Will 16,000 UK holdings lose Single Payments?

The UK government recently issued the minister’s provisional interpretations of the CAP reforms, pending “…a more formal consultation process later in 2013.” The environment ministry DEFRA published the current official views of Pillar I direct payments and the Pillar II rural development policy on August 19.

Pillar I

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The detail and some aspects of the CAP will depend on a successful outcome for the Multiannual Financial Framework. While DEFRA is careful to leave the minister a free hand in policy decisions, it is already clear that regardless of Single Payment Scheme (SPS) entitlements for previous Pillar I direct payments, the UK is committed to applying an “active farmer” test to ensure SPS payments in future.

The government is committed to simplifying the administration of an anticipated GBP 17.8 billion over the 2014-2020 budgeting period at all costs. The primary simplification is likely to be paying fewer farmers. DEFRA has already suggested that small farmers would be excluded from some schemes on the grounds that there would be “…few benefits…” and that administrating these claims “…would add to cost and complexity.”

At present, the minimum farmed area for an SPS claim is one hectare but the minister is minded to raise it to five hectares. DEFRA estimates that this would take SPS away from 16,000 farmers, roughly 15% of those currently eligible. The ministry justifies this on the grounds that it will save the Rural Payments Agency administrative costs, claiming that 60% of holdings under five hectares are not being farmed primarily for “business purposes.”

There is the questionable suggestion that since such holdings would not be required to observe greening measures and cross-compliance, they are somehow not green. This is playing with numbers, too, since the impact of small holding sizes is easier to play down.

DEFRA is keeping open the minister’s option to revise SPS entitlements. The ministry also has the option to grant entitlements to farmers who did not previously qualify for SPS but as of May 2013 were: “…growing fruits, vegetables, ware potatoes, seed potatoes, ornamental plants or vines.”  This is of limited use, however, since about half of the UK’s horticulturists farm fewer than 5 hectares, anyway

Regardless of whether a holding qualifies for future SPS entitlements, claimants will have to prove that they are active farmers. This is likely to be a two-part requirement that potentially exclude those operating “…permanent sporting and recreational facilities…” or a number of other activities. Those who keep most of their land for grazing or cultivation but do not carry out “…a minimum level of activity,” would also be excluded from active farmer status. There is no guidance as to whether habitat conservation counts as “activity.”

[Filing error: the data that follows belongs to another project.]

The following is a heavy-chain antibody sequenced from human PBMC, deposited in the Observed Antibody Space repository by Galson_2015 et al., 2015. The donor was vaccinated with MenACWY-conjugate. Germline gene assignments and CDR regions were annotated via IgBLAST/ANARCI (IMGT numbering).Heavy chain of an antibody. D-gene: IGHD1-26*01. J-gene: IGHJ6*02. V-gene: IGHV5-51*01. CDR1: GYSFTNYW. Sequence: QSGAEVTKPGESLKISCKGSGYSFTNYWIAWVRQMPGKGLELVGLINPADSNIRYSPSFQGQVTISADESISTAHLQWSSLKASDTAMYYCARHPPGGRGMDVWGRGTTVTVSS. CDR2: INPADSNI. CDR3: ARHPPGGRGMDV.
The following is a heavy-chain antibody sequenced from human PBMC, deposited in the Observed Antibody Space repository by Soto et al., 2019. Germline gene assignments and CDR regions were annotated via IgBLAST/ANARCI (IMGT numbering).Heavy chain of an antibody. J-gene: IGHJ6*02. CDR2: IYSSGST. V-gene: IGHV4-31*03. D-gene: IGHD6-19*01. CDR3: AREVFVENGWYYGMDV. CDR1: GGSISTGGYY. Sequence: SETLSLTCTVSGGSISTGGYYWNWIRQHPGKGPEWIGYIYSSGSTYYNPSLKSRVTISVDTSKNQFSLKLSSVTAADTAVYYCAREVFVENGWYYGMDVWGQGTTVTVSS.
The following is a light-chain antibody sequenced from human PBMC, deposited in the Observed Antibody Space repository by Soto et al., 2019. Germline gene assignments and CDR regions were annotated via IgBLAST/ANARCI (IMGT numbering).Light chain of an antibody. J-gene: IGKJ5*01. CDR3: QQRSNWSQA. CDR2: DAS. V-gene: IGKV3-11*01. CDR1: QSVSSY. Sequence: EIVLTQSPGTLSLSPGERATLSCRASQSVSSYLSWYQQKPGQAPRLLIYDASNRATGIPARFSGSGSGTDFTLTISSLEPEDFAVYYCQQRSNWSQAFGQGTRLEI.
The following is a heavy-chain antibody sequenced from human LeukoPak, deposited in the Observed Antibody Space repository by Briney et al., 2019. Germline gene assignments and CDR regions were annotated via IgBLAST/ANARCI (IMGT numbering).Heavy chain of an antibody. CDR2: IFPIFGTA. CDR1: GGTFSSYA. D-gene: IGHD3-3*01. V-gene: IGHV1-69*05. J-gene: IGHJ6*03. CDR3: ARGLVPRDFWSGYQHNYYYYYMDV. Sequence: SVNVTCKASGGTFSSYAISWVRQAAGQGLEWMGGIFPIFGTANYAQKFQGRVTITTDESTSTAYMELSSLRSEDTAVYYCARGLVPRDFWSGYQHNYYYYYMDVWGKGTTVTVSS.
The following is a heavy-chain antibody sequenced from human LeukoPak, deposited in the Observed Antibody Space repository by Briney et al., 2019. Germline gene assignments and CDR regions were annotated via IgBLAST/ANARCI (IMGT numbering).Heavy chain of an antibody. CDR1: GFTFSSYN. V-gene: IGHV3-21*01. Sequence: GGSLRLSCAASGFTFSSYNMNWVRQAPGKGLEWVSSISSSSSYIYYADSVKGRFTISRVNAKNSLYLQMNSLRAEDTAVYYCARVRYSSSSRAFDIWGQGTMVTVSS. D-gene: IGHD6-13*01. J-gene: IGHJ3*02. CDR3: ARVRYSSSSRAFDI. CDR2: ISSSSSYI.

Pillar II

The rural development document outlines the four main themes that it is seeking to develop in a programme that: “…enhances competitiveness and productivity, the rural economy and the environment, promoting jobs and growth; delivers against a broad range of activities, where it will provide the best outcomes and value for money, for taxpayers and consumers; is implemented in ways that are as simple, effective and affordable as possible; and keeps the bureaucratic burden on farmers and small businesses to a minimum and reduces implementation costs.”

The current Pillar II programme, worth GBP 3.7 billion over seven years is being spent on “environmental land management (83%); farming and forestry competitiveness, productivity and skills (5%); wider rural growth (8%); and Leader (4%).”

UK government to deliver CAP online

The UK government has been actively preparing to deliver the next round of CAP funding, Pillar I and Pillar II alike, online. Online administration will be a sore point, since broadband internet access has a very limited reach over existing telephone lines. Building up high speed networks has been a lucrative business in urban areas, but is both technically challenging and more expensive once subscribers are sparsely distributed.

For DEFRA to say: “…it will make it easier for people to do business with us.”  is at best disingenuous. There is not a lot of flexibility in this policy, either. While setting the online agenda as a requirement rather than an option, there is passing recognition that “…customers may be unable to use an online system for all or part of their needs.”

The offline alternative goes by the name of “assisted digital support.” What form this might take is anyone’s guess. Even DEFRA is not sure yet, adding: “We are currently working on the scope and range of the assisted digital programme.”

Peter Crosskey
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Peter Crosskey is based in the UK.